I keep mentioning the bidding wars that have been breaking out, here’s a specific example:
The doomdayers had their run yesterday. But they’re just referring to the same facts that have been present for the last couple of years (lots of foreclosures, shadow inventory, unemployment, government intervention, etc.) and declaring that 2011 is the year that it’ll all come home to roost. It is the casual-bystander viewpoint.
Let’s review the reasons why we’ll weather the storm:
1. Lower pricing is a good thing.
The bears think that another 5% to 10% decline will set off a new round of defaults. I think the close-to-underwater folks have already decided, and another 5% or 10% isn’t going to change their mind. I hope that those who are underwater go ahead with defaulting in 2011, so we can get it over with – enjoy the free rent while it lasts!
A surge in defaults might put focus on improving the short-sale process, which is still a mess.
The best part of lower pricing is that it’ll bring more buyers. If the tax credit caused people to buy, think of the incentive of lower pricing. While a 5% to 10% dip in prices may not be felt in the wallet like a check for $8,500, lower pricing would be great on the ego.
2. Servicers will continue the drip system.
The slow processing of defaulters/trustee sales/REO listings is working beautifully for lenders and servicers alike. Losses are drawn out, and fees racked up – if you are them, what’s not to like?
Servicers are probably telling the MBS-holders that their money is only gone for now – it’ll be back in 5-10 years, hang around!
Hopefully a big lender will go renegade, and flood a test market with well-priced inventory. They’d see it get gobbled up, especially in the better areas, and they’ll end up wondering why they thought that there was no demand.
3. The perception of a bad market will keep casual sellers off the field.
An extremely tight inventory of quality homes for sale at reasonable prices will only get tighter. Bidding wars were erupting throughout December, and, as we head into the spring selling season, the buyers will be out in force. Any seller who has a decent price on a quality home will be inundated by lookers, and have no trouble selling.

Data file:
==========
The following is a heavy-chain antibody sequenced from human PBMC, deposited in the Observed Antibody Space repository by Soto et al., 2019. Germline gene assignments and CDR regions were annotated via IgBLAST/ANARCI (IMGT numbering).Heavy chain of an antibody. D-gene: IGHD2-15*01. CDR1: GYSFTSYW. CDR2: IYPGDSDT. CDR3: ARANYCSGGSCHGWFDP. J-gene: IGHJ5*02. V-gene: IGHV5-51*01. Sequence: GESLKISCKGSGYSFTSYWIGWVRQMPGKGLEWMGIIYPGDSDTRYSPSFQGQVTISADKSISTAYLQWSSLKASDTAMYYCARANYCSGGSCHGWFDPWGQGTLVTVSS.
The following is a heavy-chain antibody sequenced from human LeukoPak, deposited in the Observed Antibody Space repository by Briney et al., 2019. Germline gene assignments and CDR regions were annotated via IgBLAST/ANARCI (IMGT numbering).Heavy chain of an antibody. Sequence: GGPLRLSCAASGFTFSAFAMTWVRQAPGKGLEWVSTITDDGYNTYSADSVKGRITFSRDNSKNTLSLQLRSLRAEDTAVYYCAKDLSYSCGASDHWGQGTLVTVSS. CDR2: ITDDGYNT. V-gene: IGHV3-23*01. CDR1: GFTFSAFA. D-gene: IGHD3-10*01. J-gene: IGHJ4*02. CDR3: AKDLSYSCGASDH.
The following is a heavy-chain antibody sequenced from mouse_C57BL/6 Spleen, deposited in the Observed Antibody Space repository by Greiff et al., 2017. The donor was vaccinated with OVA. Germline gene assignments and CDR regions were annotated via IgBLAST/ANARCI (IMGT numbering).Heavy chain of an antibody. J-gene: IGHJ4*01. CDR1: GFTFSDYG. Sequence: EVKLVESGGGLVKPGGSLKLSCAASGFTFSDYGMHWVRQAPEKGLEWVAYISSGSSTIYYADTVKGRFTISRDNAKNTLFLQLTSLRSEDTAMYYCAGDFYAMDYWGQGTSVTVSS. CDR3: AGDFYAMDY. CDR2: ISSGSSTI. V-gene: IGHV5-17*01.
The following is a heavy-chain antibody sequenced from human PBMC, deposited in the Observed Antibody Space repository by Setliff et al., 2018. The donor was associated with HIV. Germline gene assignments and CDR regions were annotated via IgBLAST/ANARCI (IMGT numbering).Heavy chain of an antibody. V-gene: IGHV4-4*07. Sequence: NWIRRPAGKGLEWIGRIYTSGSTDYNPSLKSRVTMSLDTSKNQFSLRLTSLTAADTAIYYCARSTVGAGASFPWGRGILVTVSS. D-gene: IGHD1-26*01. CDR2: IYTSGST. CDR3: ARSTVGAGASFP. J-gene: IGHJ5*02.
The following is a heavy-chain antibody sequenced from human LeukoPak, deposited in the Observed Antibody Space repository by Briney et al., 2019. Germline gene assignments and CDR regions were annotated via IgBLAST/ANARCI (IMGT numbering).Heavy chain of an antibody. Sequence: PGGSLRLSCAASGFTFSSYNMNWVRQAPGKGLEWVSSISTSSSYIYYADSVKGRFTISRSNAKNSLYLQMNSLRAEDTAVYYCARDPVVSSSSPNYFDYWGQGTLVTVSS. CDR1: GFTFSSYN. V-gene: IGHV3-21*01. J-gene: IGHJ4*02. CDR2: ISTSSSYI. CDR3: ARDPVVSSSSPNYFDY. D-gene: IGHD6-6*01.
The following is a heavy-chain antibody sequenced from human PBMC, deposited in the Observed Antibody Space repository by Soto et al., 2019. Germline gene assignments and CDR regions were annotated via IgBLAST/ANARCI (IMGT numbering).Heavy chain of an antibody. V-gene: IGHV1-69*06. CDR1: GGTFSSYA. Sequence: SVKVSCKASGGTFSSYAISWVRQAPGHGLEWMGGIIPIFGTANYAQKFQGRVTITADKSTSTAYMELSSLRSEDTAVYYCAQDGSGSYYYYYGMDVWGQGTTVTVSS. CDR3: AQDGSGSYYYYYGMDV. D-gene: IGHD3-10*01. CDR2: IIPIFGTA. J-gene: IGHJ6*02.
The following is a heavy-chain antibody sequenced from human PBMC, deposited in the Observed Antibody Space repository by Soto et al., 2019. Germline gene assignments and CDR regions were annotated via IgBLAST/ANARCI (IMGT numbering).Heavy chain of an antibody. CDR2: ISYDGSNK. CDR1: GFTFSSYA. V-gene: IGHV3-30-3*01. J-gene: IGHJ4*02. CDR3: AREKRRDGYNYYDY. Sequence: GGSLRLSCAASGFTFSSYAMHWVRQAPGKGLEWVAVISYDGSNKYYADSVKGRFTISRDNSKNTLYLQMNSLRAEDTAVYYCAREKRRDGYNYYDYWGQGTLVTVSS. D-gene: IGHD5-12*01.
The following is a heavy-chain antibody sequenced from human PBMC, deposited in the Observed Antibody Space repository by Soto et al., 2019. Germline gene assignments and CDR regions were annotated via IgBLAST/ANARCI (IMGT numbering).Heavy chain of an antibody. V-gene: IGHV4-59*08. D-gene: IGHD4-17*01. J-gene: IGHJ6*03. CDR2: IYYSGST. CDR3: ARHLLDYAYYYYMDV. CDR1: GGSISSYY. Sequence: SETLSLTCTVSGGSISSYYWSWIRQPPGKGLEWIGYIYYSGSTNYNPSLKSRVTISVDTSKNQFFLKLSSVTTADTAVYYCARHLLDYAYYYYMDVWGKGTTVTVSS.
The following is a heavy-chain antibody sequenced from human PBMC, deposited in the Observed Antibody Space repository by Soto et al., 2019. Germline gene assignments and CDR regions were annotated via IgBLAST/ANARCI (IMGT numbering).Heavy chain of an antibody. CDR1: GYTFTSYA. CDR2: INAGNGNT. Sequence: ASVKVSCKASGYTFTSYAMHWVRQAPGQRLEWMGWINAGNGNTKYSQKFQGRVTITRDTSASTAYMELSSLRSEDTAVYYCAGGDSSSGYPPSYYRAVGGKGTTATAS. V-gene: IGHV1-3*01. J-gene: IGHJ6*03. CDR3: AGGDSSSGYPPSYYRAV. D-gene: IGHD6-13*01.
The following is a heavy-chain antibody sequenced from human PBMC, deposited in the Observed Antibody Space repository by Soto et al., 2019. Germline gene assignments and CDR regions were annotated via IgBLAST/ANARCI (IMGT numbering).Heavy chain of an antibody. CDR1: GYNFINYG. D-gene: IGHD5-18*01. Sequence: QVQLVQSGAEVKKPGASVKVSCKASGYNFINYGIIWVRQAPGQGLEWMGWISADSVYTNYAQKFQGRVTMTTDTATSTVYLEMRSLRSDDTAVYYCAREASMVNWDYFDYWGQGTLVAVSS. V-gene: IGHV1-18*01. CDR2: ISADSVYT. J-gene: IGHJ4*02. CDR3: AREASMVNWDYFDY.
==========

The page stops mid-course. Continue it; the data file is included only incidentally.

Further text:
4. Mortgage rates in the 5%-range won’t dissuade serious buyers.
There might be some grumbling, but buyers who have been looking for months are already anxious. Rising rates will feed that anxiety.
5. Unemployment is more of a confidence issue, than actual threat.
The pundits throw around unemployment like jobs are the answer to everything. But the jobs they are dreaming about aren’t going to magically create homebuyers in the next couple of years, and may never happen. Yet, in spite of the 10% to 20% unemployment, we have plenty of buyers today! We could use more sellers – if more actually do lose their job and decide to sell, they will have an audience.
6. Hopefully all participants will learn some lessons.
At some point it will become obvious that we need not fear lower prices – conversely, lower prices are the answer. Unfortunately, that never occurs to the pundits, because the gloom-and doom fears are better for TV soundbites and book sales.
What we need is inventory to sell, and let prices go where they go – most will be surprised at how healthy the demand is for homes around the North SD County Coastal region.